‘Born the wrong colour – so I had to die’: Sara-Jayne King talks about identity, adoption and her memoir Killing Karoline
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Author, journalist and Cape Talk presenter Sara-Jayne King spoke to the BBC’s Andile Masuka recently about identity, adoption and her harrowing memoir, Killing Karoline.
Born Karoline King in 1980 in Johannesburg South Africa, Sara-Jayne was the result of an affair, illegal under apartheid’s Immorality Act, between a white British woman and her black South African employee.
Sara-Jayne explains how her birth mother flew to England under the pretence of her baby needing urgent surgery.
‘When they got to the UK they went to the adoption agency, put her seven-week-old baby in the hands of strangers, got in the car, turned around and left her baby to be raised by two people she’d never met,’ she says. ‘They arrived back in South Africa … and the explanation they gave [for showing up empty handed] was that baby Karoline had died.’
Killing Karoline follows the journey of the baby girl who is raised in a leafy, middle-class corner of the South of England by a white couple.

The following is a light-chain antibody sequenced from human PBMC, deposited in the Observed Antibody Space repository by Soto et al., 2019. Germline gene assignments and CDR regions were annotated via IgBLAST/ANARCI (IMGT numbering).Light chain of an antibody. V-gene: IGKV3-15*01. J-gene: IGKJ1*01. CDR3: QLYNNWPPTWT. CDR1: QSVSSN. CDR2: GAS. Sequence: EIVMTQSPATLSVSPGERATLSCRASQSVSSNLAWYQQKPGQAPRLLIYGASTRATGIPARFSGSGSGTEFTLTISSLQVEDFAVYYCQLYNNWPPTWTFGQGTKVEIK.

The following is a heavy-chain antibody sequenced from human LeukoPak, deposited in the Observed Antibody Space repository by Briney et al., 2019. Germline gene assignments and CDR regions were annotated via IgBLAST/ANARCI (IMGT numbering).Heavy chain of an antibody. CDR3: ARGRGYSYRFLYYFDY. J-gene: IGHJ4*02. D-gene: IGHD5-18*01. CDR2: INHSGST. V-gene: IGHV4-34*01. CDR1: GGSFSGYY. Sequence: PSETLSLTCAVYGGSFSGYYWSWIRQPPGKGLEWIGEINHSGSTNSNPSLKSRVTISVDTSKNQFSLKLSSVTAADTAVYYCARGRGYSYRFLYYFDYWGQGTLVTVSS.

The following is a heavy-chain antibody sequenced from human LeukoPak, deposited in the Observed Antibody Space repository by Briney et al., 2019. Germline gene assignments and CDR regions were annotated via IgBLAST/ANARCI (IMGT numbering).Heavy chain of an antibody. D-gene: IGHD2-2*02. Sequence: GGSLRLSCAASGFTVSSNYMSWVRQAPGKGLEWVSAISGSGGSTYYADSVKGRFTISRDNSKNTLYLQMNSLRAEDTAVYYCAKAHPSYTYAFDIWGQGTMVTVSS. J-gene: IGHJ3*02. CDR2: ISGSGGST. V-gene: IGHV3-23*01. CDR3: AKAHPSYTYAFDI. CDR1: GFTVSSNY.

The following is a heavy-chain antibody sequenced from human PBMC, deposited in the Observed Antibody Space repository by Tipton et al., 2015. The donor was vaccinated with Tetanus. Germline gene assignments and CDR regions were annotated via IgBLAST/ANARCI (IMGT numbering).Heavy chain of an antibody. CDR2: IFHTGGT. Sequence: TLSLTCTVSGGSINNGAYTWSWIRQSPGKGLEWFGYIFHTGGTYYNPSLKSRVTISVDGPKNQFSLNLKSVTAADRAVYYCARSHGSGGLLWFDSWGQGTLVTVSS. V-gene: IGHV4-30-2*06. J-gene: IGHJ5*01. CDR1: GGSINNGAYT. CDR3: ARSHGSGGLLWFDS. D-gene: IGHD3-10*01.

‘I woke up every morning and looked out across fields and saw chickens and lambs. I really was living a very sort of white, middle-class existence,’ she says. ‘We didn’t want for anything, but from an identity point of view I had no racial mirrors at all.
‘I knew from an early age that to be black was not okay,’ she adds. ‘I didn’t realise I was black until somebody told me. I knew that my skin was a different colour, but what “black” meant in terms of identity, I had no idea that that’s what I was.’
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Sara-Jayne’s story came full circle when she harnessed the collective power of Twitter to find her biological father. Read the article below:
Two years ago, Sara-Jayne released a book chronicling the circumstances of her adoption and the trajectory of her life afterwards. She had hired a private investigator to help her find her biological father, but without success. Then, while promoting her book on the radio, she mentioned his name. That’s when Twitter jumped into action. Within 36 hours of the radio show airing, she had her father’s phone number. She dialled it, and, for the first time, heard his voice on the phone. They talked for 30 minutes.
The pair spoke every day for a week before Sara-Jayne got on a plane to Johannesburg to meet her father, in person. They arranged to meet at a coffee shop in a shopping mall.
It was, she says, the best day of her life. ‘I will never forget him just walking around the corner, and we both just burst into tears, and he hugged me and he said, “My daughter, my daughter,”‘ she says. ‘It suddenly dawned on me, I am someone’s daughter. I am someone’s daughter, and I belong.’